BASF: Monsanto is a ‘fierce’ competitor, not a co-conspirator

CAPE GIRARDEAU, Mo. - A retired BASF executive told a federal jury on Tuesday that the company never intended to enter into a “joint venture” with Monsanto over the dicamba-tolerant cropping system that was released beginning in 2015. 

“We didn’t want to be exposed to Monsanto’s losses,” said Alyson Emanuel, who in her then-role as vice president of global strategic marketing for herbicides helped negotiate the contracts between BASF and Monsanto that governed the relationship. In an effort to combat growing weed resistance, Monsanto genetically engineered soybean and cotton seeds that could withstand being sprayed by dicamba, a volatile herbicide that has been used since the 1960s. The two companies also developed new versions of the pesticide designed to be less volatile. BASF and Bayer, which acquired Monsanto in 2018, are being sued by Bader Farms, the largest peach farm in Missouri, over the dicamba-tolerant cropping system, which has allegedly damaged millions of acres of crops since its release.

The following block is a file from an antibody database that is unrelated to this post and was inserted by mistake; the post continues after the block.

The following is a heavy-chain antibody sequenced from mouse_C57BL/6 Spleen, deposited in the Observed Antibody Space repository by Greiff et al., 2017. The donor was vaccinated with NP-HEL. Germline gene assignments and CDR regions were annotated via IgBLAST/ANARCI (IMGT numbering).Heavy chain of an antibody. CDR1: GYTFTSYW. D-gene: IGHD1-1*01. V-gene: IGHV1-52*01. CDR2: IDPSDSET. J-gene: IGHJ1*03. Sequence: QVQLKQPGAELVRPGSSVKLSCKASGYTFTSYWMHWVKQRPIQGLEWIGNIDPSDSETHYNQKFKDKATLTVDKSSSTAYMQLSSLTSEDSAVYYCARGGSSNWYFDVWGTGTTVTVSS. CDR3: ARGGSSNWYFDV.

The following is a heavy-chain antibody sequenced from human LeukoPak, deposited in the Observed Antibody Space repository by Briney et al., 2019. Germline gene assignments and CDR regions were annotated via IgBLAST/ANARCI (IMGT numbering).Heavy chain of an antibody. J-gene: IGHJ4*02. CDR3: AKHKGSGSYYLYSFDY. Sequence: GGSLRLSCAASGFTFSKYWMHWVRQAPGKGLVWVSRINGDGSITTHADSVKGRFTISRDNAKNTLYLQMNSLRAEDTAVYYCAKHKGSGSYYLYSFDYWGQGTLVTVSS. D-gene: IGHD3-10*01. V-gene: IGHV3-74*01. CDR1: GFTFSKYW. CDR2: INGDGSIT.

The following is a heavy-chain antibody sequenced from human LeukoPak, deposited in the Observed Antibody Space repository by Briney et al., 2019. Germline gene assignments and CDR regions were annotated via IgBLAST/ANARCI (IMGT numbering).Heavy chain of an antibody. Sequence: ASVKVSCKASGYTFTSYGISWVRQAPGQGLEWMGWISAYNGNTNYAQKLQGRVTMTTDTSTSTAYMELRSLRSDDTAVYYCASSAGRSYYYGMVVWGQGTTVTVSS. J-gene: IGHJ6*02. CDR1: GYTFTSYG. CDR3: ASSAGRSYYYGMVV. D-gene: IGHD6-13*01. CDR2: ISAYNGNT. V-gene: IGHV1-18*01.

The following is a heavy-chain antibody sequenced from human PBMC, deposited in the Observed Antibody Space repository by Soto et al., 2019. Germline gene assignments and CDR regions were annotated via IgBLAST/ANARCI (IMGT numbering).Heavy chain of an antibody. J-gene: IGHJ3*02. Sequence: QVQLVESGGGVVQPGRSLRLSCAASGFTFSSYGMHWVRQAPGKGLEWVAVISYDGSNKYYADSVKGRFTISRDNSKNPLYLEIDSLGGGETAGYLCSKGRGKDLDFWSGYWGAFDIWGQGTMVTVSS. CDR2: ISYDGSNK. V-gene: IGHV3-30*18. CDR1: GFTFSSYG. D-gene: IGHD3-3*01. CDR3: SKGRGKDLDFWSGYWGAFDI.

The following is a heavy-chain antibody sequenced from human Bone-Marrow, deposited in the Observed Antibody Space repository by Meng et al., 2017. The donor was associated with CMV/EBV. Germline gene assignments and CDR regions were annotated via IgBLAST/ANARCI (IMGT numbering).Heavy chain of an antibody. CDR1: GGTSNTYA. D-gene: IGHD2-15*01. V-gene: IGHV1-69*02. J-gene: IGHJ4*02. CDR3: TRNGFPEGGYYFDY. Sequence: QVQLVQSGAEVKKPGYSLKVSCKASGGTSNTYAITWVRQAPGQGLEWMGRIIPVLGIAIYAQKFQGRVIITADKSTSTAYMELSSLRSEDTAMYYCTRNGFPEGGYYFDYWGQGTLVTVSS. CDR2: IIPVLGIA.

Dicamba on trial: Monsanto officials testified dicamba may drift, but not enough to harm crops

CAPE GIRARDEAU, Mo - If farmers follow the label, small amounts of dicamba may move off of the crops where they are applied, but there is “no way” that movement could hurt neighboring crops, according to video testimony from Monsanto officials in federal court on Friday. The testimony wrapped up the first week of a trial in a civil lawsuit filed by Bader Farms, the largest peach farm in Missouri, against BASF and Bayer, which bought Monsanto in 2018. Bader Farms alleges that drift from the herbicide dicamba led to its 1,000-acre peach farm no longer being sustainable. Bader also alleges the companies released their dicamba-related products knowing they would harm other crops. 

BASF and Bayer deny the allegations, blaming the crop damage on farmers making illegal applications, weather events, disease and other issues. The companies are defending themselves in court, and the trial is expected to last at least two weeks.